Marilyn Mosby, previously known as Marilyn James, is an American politician and lawyer. She held the position of State’s Attorney for Baltimore from 2015 until 2023. Her prominence grew after the 2015 incident involving the death of Freddie Gray, during which she spearheaded the investigation into the officers responsible for Gray’s arrest.
By January 2022, Mosby faced indictment by a federal grand jury. The indictment included four counts related to perjury and making false statements on loan applications. Allegations suggested she withdrew funds from a program intended to aid individuals facing financial challenges due to the COVID-19 pandemic.
Shifting focus from the ongoing interest in Marilyn Mosby’s husband, this article aims to explore her husband’s role. It will delve into their relationship, and the statements surrounding their divorce, and shed light on Marilyn Mosby’s recent legal troubles in the federal perjury trial.
Who Is Marilyn Mosby’s Husband?
In 2005, Marilyn Mosby married Nick Mosby, who served as the current president of the Baltimore City Council and was previously a Maryland State Delegate. They reside in Reservoir Hill in Baltimore, raising their two children, Aniyah and Nylyn Mosby together.
Nick Mosby’s political journey parallels Marilyn’s, with his roles spanning the Maryland House of Delegates and the Baltimore City Council. Their joint dedication to public service significantly influences their personal and professional lives.
The current President of the Baltimore City Council is Nick Mosby. He first served on the City Council from 2011 to 2016 and later was appointed to the Maryland House of Delegates in 2017, representing Baltimore City’s 40th District.
Mosby assumed the position of Baltimore City Council President in December 2020 after being elected in November of that year.
Mosby Divorce Amidst Legal Battles: A Complex Situation Unfolds
City Council President Nick and Former State’s Attorney Marilyn Mosby have jointly announced their decision to part ways amid a tumultuous period for the family. As Nick Mosby contends for his Council seat against Councilman Zeke Cohen, Marilyn Mosby faces impending federal trial charges tied to alleged mortgage fraud and perjury.
Their divorce filing seeks joint custody of their minor children and requests continued health insurance coverage by Nick for his ex-wife and children. Additionally, Marilyn aims to secure financial contributions for extraordinary expenses related to their daughters’ medical, school, and transportation needs.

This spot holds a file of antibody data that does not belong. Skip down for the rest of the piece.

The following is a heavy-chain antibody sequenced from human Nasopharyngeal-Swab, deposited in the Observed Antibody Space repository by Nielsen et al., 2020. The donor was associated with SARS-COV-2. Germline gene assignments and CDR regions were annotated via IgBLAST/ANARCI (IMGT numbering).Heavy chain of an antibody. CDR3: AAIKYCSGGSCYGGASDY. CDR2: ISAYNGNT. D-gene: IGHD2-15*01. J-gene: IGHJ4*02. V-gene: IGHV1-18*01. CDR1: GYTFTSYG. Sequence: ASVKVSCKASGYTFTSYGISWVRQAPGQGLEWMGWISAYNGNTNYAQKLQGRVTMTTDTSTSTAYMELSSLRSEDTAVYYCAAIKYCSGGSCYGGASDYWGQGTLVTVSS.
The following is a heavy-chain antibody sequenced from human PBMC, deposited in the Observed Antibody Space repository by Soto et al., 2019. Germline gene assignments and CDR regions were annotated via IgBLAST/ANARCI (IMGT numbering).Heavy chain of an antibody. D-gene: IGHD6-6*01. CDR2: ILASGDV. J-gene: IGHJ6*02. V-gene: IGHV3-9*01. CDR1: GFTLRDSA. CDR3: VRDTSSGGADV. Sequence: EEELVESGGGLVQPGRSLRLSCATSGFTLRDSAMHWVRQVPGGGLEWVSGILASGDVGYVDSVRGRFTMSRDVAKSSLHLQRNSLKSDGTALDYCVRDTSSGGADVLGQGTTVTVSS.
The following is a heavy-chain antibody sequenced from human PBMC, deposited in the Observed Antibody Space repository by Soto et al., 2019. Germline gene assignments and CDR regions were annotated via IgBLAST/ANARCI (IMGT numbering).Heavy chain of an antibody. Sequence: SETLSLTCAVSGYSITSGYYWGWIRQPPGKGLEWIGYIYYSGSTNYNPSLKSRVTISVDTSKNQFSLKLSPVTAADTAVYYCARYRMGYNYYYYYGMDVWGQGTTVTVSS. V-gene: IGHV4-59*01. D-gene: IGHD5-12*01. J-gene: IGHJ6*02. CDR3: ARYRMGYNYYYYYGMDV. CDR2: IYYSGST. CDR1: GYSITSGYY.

Court records indicate Nick’s contestation of the divorce. The couple married in Massachusetts in 2005, and while Nick resides in Baltimore City, Marilyn’s current Maryland county of residence remains undisclosed, listed only as her attorney’s office in Greenbelt. Despite attempts to gather comments from Marilyn’s attorney, there’s been no immediate response.
Marilyn Mosby gained national attention in 2015 for charging officers linked to Freddie Gray’s arrest, although subsequent trials did not lead to convictions. Her decisions, including the non-prosecution of certain low-level crimes, were later reversed by her successor, Ivan Bates, who initiated a citation docket to address quality-of-life crimes.
Bates, who defeated Mosby in the 2022 elections, pressed charges against Marilyn Mosby early in her re-election campaign, accusing her of perjury and false mortgage applications tied to vacation home purchases in Florida.
Marilyn Mosby Guilty In Home Purchase Trial
Marilyn Mosby, a former Baltimore prosecutor, has been on trial for allegedly lying about financial difficulties to access $90,000 from retirement funds. She used this money to buy homes in Florida. Mosby denied any wrongdoing, insisting she didn’t defraud anyone.
The trial was moved from Baltimore to Greenbelt due to concerns about impartiality, given Mosby’s controversial history as a prosecutor. The trial focused on Mosby’s travel business, Mahogany Elite Travel. Prosecutors argued that the business lacked clients, revenue, and records, emphasizing that it didn’t operate while Mosby was in office.
They claimed that as the business generated no income, it couldn’t have been affected by the pandemic. Mosby’s defense argued that the venture, though young, was impacted by the pandemic. They highlighted her efforts in starting the business, including filing fees and research on potential destinations.
However, prosecutors maintained that Mosby didn’t disclose this business on her financial forms as a state’s attorney and emphasized the lack of operational activity and revenue. Ultimately, Mosby was found guilty in the federal trial but offered little comment after the verdict was announced.